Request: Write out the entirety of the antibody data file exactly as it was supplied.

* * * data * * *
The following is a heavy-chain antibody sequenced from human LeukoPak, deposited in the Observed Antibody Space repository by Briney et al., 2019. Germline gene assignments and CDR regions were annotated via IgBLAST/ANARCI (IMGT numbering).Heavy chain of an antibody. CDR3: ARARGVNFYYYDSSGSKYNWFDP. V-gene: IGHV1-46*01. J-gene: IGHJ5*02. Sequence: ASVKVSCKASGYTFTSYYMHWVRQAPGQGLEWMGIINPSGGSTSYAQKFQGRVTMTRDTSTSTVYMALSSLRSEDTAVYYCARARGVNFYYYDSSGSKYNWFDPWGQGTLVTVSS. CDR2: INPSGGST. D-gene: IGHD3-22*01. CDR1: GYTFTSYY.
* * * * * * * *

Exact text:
The following is a heavy-chain antibody sequenced from human LeukoPak, deposited in the Observed Antibody Space repository by Briney et al., 2019. Germline gene assignments and CDR regions were annotated via IgBLAST/ANARCI (IMGT numbering).Heavy chain of an antibody. CDR3: ARARGVNFYYYDSSGSKYNWFDP. V-gene: IGHV1-46*01. J-gene: IGHJ5*02. Sequence: ASVKVSCKASGYTFTSYYMHWVRQAPGQGLEWMGIINPSGGSTSYAQKFQGRVTMTRDTSTSTVYMALSSLRSEDTAVYYCARARGVNFYYYDSSGSKYNWFDPWGQGTLVTVSS. CDR2: INPSGGST. D-gene: IGHD3-22*01. CDR1: GYTFTSYY.